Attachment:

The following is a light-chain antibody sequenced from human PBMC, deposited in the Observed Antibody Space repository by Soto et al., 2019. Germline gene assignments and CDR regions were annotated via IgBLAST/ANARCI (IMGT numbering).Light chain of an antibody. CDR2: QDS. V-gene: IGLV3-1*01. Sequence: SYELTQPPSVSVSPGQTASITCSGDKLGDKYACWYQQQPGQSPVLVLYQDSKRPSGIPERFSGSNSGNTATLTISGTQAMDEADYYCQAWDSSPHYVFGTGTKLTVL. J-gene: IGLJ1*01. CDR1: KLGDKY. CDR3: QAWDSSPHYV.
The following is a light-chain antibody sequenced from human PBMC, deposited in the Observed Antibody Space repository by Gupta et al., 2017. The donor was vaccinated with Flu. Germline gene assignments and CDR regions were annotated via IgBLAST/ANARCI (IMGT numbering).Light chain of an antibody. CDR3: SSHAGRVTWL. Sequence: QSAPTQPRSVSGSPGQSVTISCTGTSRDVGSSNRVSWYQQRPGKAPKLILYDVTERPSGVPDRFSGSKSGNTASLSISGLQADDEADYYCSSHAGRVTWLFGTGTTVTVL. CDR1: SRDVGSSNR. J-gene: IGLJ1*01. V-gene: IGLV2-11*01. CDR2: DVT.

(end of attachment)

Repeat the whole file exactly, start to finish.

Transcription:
The following is a light-chain antibody sequenced from human PBMC, deposited in the Observed Antibody Space repository by Soto et al., 2019. Germline gene assignments and CDR regions were annotated via IgBLAST/ANARCI (IMGT numbering).Light chain of an antibody. CDR2: QDS. V-gene: IGLV3-1*01. Sequence: SYELTQPPSVSVSPGQTASITCSGDKLGDKYACWYQQQPGQSPVLVLYQDSKRPSGIPERFSGSNSGNTATLTISGTQAMDEADYYCQAWDSSPHYVFGTGTKLTVL. J-gene: IGLJ1*01. CDR1: KLGDKY. CDR3: QAWDSSPHYV.
The following is a light-chain antibody sequenced from human PBMC, deposited in the Observed Antibody Space repository by Gupta et al., 2017. The donor was vaccinated with Flu. Germline gene assignments and CDR regions were annotated via IgBLAST/ANARCI (IMGT numbering).Light chain of an antibody. CDR3: SSHAGRVTWL. Sequence: QSAPTQPRSVSGSPGQSVTISCTGTSRDVGSSNRVSWYQQRPGKAPKLILYDVTERPSGVPDRFSGSKSGNTASLSISGLQADDEADYYCSSHAGRVTWLFGTGTTVTVL. CDR1: SRDVGSSNR. J-gene: IGLJ1*01. V-gene: IGLV2-11*01. CDR2: DVT.